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Julie Orringer's 'The Invisible Bridge'

May 26, 2010 |  7:30 am

Budapest_2010

Seven years ago, Julie Orringer published her first book, a well-received collection of short stories set in the present day called "How to Breathe Underwater." Ever since, she's been at work on an ambitious, and very different, novel. "The Invisible Bridge" is set in Hungary and Paris before and during World War II. Tim Rutten has our review:

If you're still looking for a "big" novel to carry into the summer holidays — one in which you can lose yourself without the guilty suspicion that you're slumming — then Julie Orringer's "The Invisible Bridge" is the book you want...

Her narrative is built around the relationship of Andras and Klara. He is the middle of three talented Hungarian Jewish brothers and an aspiring architect, forced by his increasingly anti-Semitic homeland's university quotas to pursue his education in 1930s Paris, where he meets and is influenced by Le Corbusier. It's there that he also encounters the mysterious Claire Morgenstern, also a Hungarian émigré whose name change from Klara Hasz is only one of the secrets she has been forced to keep. Klara, nine years Andras Lévi's senior, is a ballet instructor and choreographer and, while he is working as a set designer and decorator in her theater, they fall deeply in love.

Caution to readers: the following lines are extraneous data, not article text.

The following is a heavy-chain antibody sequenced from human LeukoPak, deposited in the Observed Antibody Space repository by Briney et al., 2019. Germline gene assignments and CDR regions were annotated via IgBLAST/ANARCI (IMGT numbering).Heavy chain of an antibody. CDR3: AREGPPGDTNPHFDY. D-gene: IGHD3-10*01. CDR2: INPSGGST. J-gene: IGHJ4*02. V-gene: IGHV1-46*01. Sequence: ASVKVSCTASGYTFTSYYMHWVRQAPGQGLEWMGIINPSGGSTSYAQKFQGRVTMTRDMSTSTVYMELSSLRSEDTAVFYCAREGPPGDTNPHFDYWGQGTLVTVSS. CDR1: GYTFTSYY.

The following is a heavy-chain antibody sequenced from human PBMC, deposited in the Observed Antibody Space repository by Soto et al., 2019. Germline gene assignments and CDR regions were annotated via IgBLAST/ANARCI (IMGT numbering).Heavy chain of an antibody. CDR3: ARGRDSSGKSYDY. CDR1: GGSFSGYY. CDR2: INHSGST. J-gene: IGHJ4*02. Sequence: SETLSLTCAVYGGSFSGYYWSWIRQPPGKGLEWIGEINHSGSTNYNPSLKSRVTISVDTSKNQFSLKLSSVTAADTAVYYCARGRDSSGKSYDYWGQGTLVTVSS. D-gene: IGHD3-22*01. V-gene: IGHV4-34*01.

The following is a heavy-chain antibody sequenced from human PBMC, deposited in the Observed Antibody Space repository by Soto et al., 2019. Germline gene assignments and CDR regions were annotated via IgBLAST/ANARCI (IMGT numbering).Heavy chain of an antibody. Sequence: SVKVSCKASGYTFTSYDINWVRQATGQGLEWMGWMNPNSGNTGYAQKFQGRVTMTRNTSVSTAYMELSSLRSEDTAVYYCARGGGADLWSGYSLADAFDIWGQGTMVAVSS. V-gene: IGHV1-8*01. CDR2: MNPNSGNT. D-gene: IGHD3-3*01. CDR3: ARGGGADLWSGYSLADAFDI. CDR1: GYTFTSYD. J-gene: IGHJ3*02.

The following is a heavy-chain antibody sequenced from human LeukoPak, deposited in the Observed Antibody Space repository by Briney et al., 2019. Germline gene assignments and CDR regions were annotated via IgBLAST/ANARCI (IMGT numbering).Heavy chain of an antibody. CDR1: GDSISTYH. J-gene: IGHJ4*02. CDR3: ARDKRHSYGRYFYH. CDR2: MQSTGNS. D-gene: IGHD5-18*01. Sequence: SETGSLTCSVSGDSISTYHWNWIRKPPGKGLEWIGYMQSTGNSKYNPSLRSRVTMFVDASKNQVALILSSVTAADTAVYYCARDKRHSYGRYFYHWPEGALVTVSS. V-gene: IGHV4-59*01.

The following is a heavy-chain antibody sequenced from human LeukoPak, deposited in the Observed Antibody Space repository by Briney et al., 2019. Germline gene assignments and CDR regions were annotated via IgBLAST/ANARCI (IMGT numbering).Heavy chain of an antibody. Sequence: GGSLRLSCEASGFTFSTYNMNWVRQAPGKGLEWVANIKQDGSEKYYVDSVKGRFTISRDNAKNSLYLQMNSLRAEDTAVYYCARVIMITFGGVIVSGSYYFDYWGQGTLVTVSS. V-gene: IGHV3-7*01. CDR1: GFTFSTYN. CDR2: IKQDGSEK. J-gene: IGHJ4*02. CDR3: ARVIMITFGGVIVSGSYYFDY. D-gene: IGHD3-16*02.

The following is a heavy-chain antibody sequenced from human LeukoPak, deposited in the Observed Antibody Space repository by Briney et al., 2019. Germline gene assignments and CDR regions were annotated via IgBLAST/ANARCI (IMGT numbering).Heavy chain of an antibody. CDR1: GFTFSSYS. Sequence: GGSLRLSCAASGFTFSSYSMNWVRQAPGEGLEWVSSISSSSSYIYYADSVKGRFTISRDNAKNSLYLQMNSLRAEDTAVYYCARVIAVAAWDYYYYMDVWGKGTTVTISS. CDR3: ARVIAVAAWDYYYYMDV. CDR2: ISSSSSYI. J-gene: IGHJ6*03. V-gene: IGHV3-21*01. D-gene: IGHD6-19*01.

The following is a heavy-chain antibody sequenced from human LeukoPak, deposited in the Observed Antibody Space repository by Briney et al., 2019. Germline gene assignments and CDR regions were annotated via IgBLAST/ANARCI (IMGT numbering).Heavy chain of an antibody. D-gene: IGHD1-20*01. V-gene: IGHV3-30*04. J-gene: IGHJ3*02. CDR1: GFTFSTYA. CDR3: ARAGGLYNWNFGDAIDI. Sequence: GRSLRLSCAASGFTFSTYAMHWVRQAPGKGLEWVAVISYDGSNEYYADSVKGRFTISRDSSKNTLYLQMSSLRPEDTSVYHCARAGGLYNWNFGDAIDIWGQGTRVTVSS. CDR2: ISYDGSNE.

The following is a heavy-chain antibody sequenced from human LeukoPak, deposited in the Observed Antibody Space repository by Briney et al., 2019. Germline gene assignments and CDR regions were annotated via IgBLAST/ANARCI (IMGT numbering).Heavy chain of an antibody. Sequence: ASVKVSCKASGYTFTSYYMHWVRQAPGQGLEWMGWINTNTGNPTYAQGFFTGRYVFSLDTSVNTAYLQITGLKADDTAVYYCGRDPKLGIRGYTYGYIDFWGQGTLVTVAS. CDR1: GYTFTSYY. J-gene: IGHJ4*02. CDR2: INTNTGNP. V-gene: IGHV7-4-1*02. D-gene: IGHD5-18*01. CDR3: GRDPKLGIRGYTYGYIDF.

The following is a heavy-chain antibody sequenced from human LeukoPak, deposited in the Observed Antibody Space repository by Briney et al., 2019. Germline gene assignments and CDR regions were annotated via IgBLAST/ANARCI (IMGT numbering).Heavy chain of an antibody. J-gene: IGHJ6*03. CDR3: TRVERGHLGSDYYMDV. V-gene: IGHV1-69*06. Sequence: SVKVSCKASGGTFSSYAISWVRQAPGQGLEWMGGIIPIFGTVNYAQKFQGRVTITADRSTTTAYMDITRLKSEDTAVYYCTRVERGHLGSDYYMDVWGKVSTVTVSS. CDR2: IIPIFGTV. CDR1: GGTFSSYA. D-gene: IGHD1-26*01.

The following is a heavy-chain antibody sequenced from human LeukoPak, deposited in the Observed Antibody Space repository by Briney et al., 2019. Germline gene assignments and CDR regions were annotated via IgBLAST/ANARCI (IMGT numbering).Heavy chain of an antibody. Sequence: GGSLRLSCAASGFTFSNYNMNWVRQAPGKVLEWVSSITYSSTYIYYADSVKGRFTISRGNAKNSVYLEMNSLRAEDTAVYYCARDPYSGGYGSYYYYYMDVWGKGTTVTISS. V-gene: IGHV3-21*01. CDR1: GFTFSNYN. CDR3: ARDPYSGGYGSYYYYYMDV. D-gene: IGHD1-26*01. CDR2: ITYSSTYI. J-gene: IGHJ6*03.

In a strange twist of history, Hungarian Jews were protected from Hitler's final solution for much of the war. Orringer's novel moves inside that history, revealing how the nation's longstanding anti-Semitism is trumped by its nationalism, affecting the lives of Andras, Klara and their families. "Orringer's evocation of their suffering is remarkable and remarkably affecting, but so, too, is her re-creation of wartime Budapest --  including the cafes, newspaper offices, markets and the Sunday luncheon table," Rutten writes. "It is the persistence of their affection for one another, the sacrifices it engenders and its sustaining power in the face of incalculable cruelty, that elevates 'The Invisible Bridge' out of unendurable tragedy."

-- Carolyn Kellogg
twitter.com/paperhaus

Photo: Budapest, built on both sides of the Danube, at sunrise in 2010. Credit: Gyula Czimbal / EPA


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